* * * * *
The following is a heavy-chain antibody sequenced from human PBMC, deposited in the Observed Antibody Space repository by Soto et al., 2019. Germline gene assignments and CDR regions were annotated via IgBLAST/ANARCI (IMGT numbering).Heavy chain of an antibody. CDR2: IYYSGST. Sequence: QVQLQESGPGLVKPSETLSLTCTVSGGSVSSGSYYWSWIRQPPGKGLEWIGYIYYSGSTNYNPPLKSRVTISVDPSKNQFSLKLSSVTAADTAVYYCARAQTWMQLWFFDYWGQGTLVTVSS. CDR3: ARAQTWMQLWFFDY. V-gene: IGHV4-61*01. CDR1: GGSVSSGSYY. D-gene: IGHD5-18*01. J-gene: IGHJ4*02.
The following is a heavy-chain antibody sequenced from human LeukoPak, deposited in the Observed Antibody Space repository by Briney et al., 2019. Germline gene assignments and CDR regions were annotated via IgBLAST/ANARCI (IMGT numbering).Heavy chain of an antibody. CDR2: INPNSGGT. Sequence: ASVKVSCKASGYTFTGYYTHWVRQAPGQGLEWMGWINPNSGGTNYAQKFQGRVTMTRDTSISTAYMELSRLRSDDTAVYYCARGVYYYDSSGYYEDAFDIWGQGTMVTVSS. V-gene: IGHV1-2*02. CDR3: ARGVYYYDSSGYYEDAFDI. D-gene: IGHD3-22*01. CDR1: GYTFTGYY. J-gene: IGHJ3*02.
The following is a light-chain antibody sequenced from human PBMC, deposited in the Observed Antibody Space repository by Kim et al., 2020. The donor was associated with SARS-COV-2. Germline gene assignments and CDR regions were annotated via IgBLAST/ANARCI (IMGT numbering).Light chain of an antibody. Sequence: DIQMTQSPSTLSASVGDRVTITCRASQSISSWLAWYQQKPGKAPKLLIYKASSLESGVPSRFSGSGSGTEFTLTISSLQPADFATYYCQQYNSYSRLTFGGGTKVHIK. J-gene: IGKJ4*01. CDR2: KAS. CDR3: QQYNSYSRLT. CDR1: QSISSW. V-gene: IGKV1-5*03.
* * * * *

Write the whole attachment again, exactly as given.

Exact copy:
The following is a heavy-chain antibody sequenced from human PBMC, deposited in the Observed Antibody Space repository by Soto et al., 2019. Germline gene assignments and CDR regions were annotated via IgBLAST/ANARCI (IMGT numbering).Heavy chain of an antibody. CDR2: IYYSGST. Sequence: QVQLQESGPGLVKPSETLSLTCTVSGGSVSSGSYYWSWIRQPPGKGLEWIGYIYYSGSTNYNPPLKSRVTISVDPSKNQFSLKLSSVTAADTAVYYCARAQTWMQLWFFDYWGQGTLVTVSS. CDR3: ARAQTWMQLWFFDY. V-gene: IGHV4-61*01. CDR1: GGSVSSGSYY. D-gene: IGHD5-18*01. J-gene: IGHJ4*02.
The following is a heavy-chain antibody sequenced from human LeukoPak, deposited in the Observed Antibody Space repository by Briney et al., 2019. Germline gene assignments and CDR regions were annotated via IgBLAST/ANARCI (IMGT numbering).Heavy chain of an antibody. CDR2: INPNSGGT. Sequence: ASVKVSCKASGYTFTGYYTHWVRQAPGQGLEWMGWINPNSGGTNYAQKFQGRVTMTRDTSISTAYMELSRLRSDDTAVYYCARGVYYYDSSGYYEDAFDIWGQGTMVTVSS. V-gene: IGHV1-2*02. CDR3: ARGVYYYDSSGYYEDAFDI. D-gene: IGHD3-22*01. CDR1: GYTFTGYY. J-gene: IGHJ3*02.
The following is a light-chain antibody sequenced from human PBMC, deposited in the Observed Antibody Space repository by Kim et al., 2020. The donor was associated with SARS-COV-2. Germline gene assignments and CDR regions were annotated via IgBLAST/ANARCI (IMGT numbering).Light chain of an antibody. Sequence: DIQMTQSPSTLSASVGDRVTITCRASQSISSWLAWYQQKPGKAPKLLIYKASSLESGVPSRFSGSGSGTEFTLTISSLQPADFATYYCQQYNSYSRLTFGGGTKVHIK. J-gene: IGKJ4*01. CDR2: KAS. CDR3: QQYNSYSRLT. CDR1: QSISSW. V-gene: IGKV1-5*03.